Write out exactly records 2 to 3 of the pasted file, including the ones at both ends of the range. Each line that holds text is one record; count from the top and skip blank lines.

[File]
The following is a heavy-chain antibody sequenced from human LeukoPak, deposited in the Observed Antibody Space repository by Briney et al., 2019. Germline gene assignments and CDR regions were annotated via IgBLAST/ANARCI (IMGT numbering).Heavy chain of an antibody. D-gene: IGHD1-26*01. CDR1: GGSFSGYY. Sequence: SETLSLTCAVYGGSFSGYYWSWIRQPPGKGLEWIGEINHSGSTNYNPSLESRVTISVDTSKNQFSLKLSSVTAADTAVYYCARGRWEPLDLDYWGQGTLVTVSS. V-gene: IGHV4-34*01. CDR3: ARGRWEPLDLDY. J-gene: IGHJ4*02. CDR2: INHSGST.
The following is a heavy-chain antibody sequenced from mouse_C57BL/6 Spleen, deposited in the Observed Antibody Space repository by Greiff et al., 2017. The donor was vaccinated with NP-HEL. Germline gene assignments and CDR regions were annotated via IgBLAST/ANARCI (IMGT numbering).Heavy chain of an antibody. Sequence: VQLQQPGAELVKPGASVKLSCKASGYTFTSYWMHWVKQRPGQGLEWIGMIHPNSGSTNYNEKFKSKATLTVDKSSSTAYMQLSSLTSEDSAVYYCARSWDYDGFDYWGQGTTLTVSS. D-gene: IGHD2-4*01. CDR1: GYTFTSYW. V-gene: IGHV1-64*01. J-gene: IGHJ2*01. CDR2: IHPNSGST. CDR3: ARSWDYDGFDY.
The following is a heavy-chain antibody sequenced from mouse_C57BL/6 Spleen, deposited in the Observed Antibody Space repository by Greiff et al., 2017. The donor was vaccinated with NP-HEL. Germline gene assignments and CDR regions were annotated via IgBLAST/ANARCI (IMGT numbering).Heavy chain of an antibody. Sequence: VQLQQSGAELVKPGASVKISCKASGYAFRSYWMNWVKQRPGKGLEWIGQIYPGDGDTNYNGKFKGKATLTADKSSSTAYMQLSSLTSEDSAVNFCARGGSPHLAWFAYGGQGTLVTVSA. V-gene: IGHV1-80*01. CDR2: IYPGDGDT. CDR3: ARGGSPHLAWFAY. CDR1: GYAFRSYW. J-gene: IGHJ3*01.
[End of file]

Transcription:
The following is a heavy-chain antibody sequenced from mouse_C57BL/6 Spleen, deposited in the Observed Antibody Space repository by Greiff et al., 2017. The donor was vaccinated with NP-HEL. Germline gene assignments and CDR regions were annotated via IgBLAST/ANARCI (IMGT numbering).Heavy chain of an antibody. Sequence: VQLQQPGAELVKPGASVKLSCKASGYTFTSYWMHWVKQRPGQGLEWIGMIHPNSGSTNYNEKFKSKATLTVDKSSSTAYMQLSSLTSEDSAVYYCARSWDYDGFDYWGQGTTLTVSS. D-gene: IGHD2-4*01. CDR1: GYTFTSYW. V-gene: IGHV1-64*01. J-gene: IGHJ2*01. CDR2: IHPNSGST. CDR3: ARSWDYDGFDY.
The following is a heavy-chain antibody sequenced from mouse_C57BL/6 Spleen, deposited in the Observed Antibody Space repository by Greiff et al., 2017. The donor was vaccinated with NP-HEL. Germline gene assignments and CDR regions were annotated via IgBLAST/ANARCI (IMGT numbering).Heavy chain of an antibody. Sequence: VQLQQSGAELVKPGASVKISCKASGYAFRSYWMNWVKQRPGKGLEWIGQIYPGDGDTNYNGKFKGKATLTADKSSSTAYMQLSSLTSEDSAVNFCARGGSPHLAWFAYGGQGTLVTVSA. V-gene: IGHV1-80*01. CDR2: IYPGDGDT. CDR3: ARGGSPHLAWFAY. CDR1: GYAFRSYW. J-gene: IGHJ3*01.